Herodotus, the "Father of History," is infamously known for having employed elements more akin to mythological tales than to unvarnished "truth" in translating his historical research into narrative form. While these narratives provide valuable source material, he could not have surmised the hostile reception his work would receive in later generations. This mythical aspect of the Histories led many successors, most notoriously Plutarch, to blame Herodotus for spinning far-fetched lies, and to set him apart as an untrustworthy historian. Echoes of the same criticism resounded in twentieth-century scholarship, which found it difficult to reconcile Herodotus' ambition to write historical stories "as they really happened" with the choices he made in shaping their form.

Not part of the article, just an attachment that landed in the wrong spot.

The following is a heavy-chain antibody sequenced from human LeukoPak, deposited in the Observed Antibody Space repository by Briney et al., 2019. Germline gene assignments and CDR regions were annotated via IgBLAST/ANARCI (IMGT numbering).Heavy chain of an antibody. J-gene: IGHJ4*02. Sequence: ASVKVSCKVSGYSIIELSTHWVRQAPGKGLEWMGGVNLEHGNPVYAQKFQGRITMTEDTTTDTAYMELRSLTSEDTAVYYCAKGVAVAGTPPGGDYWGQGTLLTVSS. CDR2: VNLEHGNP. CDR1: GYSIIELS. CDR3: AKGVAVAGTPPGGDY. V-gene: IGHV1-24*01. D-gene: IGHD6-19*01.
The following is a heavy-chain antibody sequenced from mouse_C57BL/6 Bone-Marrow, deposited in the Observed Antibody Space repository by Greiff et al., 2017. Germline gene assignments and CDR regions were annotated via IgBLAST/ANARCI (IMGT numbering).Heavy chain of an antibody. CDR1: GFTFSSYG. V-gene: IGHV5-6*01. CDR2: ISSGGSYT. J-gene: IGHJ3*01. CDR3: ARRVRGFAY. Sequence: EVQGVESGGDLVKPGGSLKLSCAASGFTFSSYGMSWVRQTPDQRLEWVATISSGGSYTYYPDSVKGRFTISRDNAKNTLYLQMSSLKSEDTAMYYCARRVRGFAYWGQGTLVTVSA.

This volume brings together 13 ground-breaking essays written by specialists in the fields of ancient Greek literature and history. Each article seeks to review, re-establish, and rehabilitate the origins, forms, and functions of the Histories' mythological elements. These contributions throw new light on Herodotus' talents as a narrator, underline his versatility in shaping his work, and reveal how he was inspired by and constantly engaged with his intellectual milieu. The Herodotus who emerges is a Herculean figure, dealing with a vast quantity of material, struggling with it as with the Hydra's many-growing heads, and ultimately rising with consummate skill to the organizational and presentational challenges it posed. The volume ultimately concludes that far from being unrelated to the "historical" aspects of Herodotus' text, the "mythic" elements prove vital to his presentation of history.
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